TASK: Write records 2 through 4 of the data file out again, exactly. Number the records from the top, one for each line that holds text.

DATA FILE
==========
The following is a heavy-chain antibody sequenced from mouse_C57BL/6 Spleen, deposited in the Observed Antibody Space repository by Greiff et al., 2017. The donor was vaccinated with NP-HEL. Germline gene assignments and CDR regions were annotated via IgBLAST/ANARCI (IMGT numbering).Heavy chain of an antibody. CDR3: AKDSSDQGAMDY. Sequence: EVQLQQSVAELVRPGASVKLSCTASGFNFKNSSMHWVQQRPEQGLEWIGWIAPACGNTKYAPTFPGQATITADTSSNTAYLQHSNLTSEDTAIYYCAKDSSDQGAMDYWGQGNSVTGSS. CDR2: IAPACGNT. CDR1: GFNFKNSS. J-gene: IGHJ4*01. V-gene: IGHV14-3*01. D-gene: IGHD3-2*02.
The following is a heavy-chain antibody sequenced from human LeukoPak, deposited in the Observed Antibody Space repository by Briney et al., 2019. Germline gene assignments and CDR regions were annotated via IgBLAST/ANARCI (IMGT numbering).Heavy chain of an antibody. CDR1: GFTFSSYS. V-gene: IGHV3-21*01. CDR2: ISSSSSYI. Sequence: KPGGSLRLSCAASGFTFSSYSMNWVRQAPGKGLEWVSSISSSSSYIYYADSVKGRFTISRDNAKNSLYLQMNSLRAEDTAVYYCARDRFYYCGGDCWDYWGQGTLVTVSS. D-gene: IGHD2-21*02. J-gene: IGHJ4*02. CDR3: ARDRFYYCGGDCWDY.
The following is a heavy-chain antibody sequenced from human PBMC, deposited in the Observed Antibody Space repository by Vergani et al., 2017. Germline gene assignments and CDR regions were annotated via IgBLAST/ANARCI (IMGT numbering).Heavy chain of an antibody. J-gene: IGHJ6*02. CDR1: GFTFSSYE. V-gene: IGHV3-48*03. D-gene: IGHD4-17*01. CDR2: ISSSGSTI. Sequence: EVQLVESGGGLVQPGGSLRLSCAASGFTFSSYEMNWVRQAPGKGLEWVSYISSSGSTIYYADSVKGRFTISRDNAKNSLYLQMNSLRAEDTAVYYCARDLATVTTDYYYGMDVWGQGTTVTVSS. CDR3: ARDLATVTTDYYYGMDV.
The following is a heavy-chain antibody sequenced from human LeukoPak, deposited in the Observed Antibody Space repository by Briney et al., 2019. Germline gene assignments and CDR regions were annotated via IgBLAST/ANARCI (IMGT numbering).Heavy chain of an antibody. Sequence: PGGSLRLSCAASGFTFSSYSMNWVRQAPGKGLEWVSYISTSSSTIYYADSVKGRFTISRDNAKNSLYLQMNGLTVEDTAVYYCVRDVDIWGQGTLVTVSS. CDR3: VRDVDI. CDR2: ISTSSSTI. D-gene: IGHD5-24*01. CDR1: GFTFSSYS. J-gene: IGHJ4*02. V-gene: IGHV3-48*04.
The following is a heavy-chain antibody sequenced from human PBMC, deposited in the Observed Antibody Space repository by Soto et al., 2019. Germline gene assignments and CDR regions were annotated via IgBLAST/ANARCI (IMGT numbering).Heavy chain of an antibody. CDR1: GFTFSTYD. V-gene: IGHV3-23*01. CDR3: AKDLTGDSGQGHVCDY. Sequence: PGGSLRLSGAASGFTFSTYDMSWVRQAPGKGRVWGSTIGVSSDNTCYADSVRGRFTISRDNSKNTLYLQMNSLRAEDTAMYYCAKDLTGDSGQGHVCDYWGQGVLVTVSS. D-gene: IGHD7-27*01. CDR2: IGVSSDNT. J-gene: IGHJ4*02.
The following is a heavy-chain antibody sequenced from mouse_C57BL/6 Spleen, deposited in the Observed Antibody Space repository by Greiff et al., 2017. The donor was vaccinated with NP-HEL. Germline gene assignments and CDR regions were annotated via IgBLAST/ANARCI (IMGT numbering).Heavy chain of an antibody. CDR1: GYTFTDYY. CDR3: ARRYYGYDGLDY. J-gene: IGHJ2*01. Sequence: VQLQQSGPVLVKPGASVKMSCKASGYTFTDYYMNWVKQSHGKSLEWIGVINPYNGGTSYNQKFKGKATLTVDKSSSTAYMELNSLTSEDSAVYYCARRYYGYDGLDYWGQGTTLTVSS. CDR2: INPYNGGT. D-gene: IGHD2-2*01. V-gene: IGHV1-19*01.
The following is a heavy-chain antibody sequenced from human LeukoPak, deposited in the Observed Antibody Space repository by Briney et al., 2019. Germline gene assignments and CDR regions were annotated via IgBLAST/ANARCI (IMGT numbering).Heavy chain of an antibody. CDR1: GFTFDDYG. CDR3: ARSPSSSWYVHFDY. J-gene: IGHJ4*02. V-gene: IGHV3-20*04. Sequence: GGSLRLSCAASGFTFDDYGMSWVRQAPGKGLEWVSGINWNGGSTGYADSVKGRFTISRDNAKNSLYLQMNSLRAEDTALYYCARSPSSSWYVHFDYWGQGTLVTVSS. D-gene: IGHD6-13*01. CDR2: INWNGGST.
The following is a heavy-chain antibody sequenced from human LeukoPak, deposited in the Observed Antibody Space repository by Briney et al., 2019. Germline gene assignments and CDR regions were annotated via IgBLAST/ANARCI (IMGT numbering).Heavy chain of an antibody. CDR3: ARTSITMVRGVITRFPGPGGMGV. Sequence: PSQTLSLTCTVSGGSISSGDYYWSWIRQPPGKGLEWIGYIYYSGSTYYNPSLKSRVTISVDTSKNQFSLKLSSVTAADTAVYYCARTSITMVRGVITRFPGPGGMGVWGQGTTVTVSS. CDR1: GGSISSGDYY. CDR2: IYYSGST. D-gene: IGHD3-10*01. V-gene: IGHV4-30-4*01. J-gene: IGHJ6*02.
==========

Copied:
The following is a heavy-chain antibody sequenced from human LeukoPak, deposited in the Observed Antibody Space repository by Briney et al., 2019. Germline gene assignments and CDR regions were annotated via IgBLAST/ANARCI (IMGT numbering).Heavy chain of an antibody. CDR1: GFTFSSYS. V-gene: IGHV3-21*01. CDR2: ISSSSSYI. Sequence: KPGGSLRLSCAASGFTFSSYSMNWVRQAPGKGLEWVSSISSSSSYIYYADSVKGRFTISRDNAKNSLYLQMNSLRAEDTAVYYCARDRFYYCGGDCWDYWGQGTLVTVSS. D-gene: IGHD2-21*02. J-gene: IGHJ4*02. CDR3: ARDRFYYCGGDCWDY.
The following is a heavy-chain antibody sequenced from human PBMC, deposited in the Observed Antibody Space repository by Vergani et al., 2017. Germline gene assignments and CDR regions were annotated via IgBLAST/ANARCI (IMGT numbering).Heavy chain of an antibody. J-gene: IGHJ6*02. CDR1: GFTFSSYE. V-gene: IGHV3-48*03. D-gene: IGHD4-17*01. CDR2: ISSSGSTI. Sequence: EVQLVESGGGLVQPGGSLRLSCAASGFTFSSYEMNWVRQAPGKGLEWVSYISSSGSTIYYADSVKGRFTISRDNAKNSLYLQMNSLRAEDTAVYYCARDLATVTTDYYYGMDVWGQGTTVTVSS. CDR3: ARDLATVTTDYYYGMDV.
The following is a heavy-chain antibody sequenced from human LeukoPak, deposited in the Observed Antibody Space repository by Briney et al., 2019. Germline gene assignments and CDR regions were annotated via IgBLAST/ANARCI (IMGT numbering).Heavy chain of an antibody. Sequence: PGGSLRLSCAASGFTFSSYSMNWVRQAPGKGLEWVSYISTSSSTIYYADSVKGRFTISRDNAKNSLYLQMNGLTVEDTAVYYCVRDVDIWGQGTLVTVSS. CDR3: VRDVDI. CDR2: ISTSSSTI. D-gene: IGHD5-24*01. CDR1: GFTFSSYS. J-gene: IGHJ4*02. V-gene: IGHV3-48*04.